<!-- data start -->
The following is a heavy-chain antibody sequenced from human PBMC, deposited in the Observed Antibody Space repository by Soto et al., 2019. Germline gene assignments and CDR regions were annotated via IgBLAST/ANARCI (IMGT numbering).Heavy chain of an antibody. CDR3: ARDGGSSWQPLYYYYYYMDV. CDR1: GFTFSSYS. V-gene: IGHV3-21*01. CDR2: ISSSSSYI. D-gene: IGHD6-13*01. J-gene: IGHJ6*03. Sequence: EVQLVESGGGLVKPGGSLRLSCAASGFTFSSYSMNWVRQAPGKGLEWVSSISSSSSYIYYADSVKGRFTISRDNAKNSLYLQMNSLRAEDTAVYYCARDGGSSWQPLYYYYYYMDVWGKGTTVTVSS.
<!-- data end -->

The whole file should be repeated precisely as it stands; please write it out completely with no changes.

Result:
The following is a heavy-chain antibody sequenced from human PBMC, deposited in the Observed Antibody Space repository by Soto et al., 2019. Germline gene assignments and CDR regions were annotated via IgBLAST/ANARCI (IMGT numbering).Heavy chain of an antibody. CDR3: ARDGGSSWQPLYYYYYYMDV. CDR1: GFTFSSYS. V-gene: IGHV3-21*01. CDR2: ISSSSSYI. D-gene: IGHD6-13*01. J-gene: IGHJ6*03. Sequence: EVQLVESGGGLVKPGGSLRLSCAASGFTFSSYSMNWVRQAPGKGLEWVSSISSSSSYIYYADSVKGRFTISRDNAKNSLYLQMNSLRAEDTAVYYCARDGGSSWQPLYYYYYYMDVWGKGTTVTVSS.